In Dr Seuss’s book If I Ran the Zoo, a nerd was one of many creatures in a zoo.  One year after the book was published, university students were using nerd to describe those “weirdos” who don’t fit into pop culture.  The link?  No one knows.


(I use this one ironically, I swear)

Recently evolved into the cringe-worthy “swaggy” (a word adopted by tweens – and their almighty God, Justin Bieber – who use it constantly but don’t seem to have given it any particular definition),  swagger was one of those words credited to Shakespeare in A Midsummer Night’s Dream.  “What hempen home-spuns have we swaggering here, so near the cradle of the fairy queen?” Until recently, this word didn’t have to worry about losing it’s original definition – an arrogant, rocking walk.

Bonus: Dinglehopper

So this word was coined by Scuttle in The Little Mermaid movie, and unfortunately hasn’t made it into the dictionary yet, but it’s a good one.


“It’s a dinglehopper. Humans use these little babies to straighten their hair out. See? Just a little twirl here and a yank there and voila. You’ve got an aesthetically pleasing configuration of hair that humans go nuts over.”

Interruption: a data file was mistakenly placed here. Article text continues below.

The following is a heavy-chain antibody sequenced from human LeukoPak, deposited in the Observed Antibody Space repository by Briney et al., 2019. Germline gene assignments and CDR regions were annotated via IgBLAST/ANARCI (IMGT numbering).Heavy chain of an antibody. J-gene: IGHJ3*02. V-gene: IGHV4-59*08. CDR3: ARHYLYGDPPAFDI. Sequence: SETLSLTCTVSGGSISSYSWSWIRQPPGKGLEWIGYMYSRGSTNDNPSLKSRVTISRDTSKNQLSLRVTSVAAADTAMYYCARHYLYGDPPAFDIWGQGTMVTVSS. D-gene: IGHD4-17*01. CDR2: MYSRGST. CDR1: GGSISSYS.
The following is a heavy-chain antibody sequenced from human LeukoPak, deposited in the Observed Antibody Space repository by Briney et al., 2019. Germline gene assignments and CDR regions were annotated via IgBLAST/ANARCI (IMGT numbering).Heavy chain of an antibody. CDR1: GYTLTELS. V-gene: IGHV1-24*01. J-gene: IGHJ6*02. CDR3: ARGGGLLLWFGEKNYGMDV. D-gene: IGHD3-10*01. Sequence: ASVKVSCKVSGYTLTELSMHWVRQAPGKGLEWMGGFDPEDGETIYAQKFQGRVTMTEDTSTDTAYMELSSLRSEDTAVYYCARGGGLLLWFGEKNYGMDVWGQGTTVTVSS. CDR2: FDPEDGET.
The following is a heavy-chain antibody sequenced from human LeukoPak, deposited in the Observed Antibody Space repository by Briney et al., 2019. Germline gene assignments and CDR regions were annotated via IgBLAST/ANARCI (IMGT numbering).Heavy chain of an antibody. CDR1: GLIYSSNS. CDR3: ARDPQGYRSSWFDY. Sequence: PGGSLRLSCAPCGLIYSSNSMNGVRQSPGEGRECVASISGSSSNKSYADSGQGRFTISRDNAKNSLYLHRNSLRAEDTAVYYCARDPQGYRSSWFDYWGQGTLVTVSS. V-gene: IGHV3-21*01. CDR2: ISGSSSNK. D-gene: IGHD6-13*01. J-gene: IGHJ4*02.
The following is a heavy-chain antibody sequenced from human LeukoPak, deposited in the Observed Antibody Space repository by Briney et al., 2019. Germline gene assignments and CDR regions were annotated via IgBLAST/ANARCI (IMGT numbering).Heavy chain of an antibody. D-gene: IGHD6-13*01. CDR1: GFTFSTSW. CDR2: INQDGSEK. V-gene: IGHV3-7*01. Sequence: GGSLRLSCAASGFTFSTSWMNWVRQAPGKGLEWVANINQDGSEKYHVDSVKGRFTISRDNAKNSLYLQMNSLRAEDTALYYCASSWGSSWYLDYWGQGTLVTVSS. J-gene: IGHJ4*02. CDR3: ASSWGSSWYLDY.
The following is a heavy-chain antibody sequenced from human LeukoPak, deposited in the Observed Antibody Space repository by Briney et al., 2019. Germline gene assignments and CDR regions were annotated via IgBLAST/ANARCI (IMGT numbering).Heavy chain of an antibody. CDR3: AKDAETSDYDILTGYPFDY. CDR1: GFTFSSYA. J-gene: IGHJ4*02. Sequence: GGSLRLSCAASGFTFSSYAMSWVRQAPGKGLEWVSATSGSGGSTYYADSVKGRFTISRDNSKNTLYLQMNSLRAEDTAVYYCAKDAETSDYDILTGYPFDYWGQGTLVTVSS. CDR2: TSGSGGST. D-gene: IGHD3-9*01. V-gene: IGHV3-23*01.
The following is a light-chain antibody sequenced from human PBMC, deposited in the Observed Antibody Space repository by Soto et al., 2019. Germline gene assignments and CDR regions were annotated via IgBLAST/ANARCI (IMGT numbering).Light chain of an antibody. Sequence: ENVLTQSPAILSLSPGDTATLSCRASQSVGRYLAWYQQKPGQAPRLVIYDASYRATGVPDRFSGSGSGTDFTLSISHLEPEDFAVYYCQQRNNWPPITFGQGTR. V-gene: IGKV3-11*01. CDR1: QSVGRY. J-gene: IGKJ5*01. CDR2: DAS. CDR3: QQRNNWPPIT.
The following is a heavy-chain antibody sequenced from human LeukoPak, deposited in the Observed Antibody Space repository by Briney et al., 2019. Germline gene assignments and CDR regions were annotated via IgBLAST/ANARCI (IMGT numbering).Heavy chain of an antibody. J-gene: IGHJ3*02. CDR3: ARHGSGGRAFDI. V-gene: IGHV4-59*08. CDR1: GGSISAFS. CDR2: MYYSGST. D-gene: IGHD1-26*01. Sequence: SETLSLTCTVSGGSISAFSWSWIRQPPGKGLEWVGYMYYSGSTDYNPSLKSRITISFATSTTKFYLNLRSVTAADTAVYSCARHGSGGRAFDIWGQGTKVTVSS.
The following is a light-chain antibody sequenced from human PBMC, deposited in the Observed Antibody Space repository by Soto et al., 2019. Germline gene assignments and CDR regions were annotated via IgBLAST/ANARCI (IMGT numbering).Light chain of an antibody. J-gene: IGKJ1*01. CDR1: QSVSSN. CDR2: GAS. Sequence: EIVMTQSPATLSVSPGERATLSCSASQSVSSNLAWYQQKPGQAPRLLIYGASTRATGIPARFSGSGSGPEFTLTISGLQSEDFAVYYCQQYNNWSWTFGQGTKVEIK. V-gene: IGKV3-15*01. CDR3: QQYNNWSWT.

Do you know any other words authors made up? Have you invented any words in your writing?

Teaser Tuesday: Daughter of Smoke and Bone Trilogy

Teaser Tuesday no chevron

Teaser Tuesdays is a weekly bookish meme, hosted by MizB of Should Be ReadingIt’s simple: turn to a random page of a book you’re currently reading and post two(ish) ‘teaser’ sentences.

The book I’m reading this week isn’t teaser-worthy (it’s non-fiction), so I thought I’d share my favourite part of Daughter of Smoke and Bone (the first book in Laini Taylor’s trilogy which I will not stop raving about):